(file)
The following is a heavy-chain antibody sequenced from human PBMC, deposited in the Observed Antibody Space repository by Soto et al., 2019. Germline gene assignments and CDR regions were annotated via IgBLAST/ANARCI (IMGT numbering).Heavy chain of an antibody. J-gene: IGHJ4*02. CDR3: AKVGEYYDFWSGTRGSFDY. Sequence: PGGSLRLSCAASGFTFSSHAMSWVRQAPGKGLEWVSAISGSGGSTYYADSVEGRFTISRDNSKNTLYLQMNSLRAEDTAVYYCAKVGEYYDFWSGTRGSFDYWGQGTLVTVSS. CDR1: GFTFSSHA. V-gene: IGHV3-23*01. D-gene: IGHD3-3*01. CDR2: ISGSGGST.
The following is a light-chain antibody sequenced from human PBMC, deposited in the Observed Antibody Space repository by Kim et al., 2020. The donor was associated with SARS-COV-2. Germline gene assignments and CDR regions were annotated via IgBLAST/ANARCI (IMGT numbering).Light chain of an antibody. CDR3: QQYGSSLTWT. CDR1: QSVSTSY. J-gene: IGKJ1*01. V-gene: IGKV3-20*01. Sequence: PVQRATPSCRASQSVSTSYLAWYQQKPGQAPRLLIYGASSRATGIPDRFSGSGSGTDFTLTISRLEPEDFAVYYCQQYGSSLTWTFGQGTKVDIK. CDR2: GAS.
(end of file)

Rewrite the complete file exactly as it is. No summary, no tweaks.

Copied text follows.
The following is a heavy-chain antibody sequenced from human PBMC, deposited in the Observed Antibody Space repository by Soto et al., 2019. Germline gene assignments and CDR regions were annotated via IgBLAST/ANARCI (IMGT numbering).Heavy chain of an antibody. J-gene: IGHJ4*02. CDR3: AKVGEYYDFWSGTRGSFDY. Sequence: PGGSLRLSCAASGFTFSSHAMSWVRQAPGKGLEWVSAISGSGGSTYYADSVEGRFTISRDNSKNTLYLQMNSLRAEDTAVYYCAKVGEYYDFWSGTRGSFDYWGQGTLVTVSS. CDR1: GFTFSSHA. V-gene: IGHV3-23*01. D-gene: IGHD3-3*01. CDR2: ISGSGGST.
The following is a light-chain antibody sequenced from human PBMC, deposited in the Observed Antibody Space repository by Kim et al., 2020. The donor was associated with SARS-COV-2. Germline gene assignments and CDR regions were annotated via IgBLAST/ANARCI (IMGT numbering).Light chain of an antibody. CDR3: QQYGSSLTWT. CDR1: QSVSTSY. J-gene: IGKJ1*01. V-gene: IGKV3-20*01. Sequence: PVQRATPSCRASQSVSTSYLAWYQQKPGQAPRLLIYGASSRATGIPDRFSGSGSGTDFTLTISRLEPEDFAVYYCQQYGSSLTWTFGQGTKVDIK. CDR2: GAS.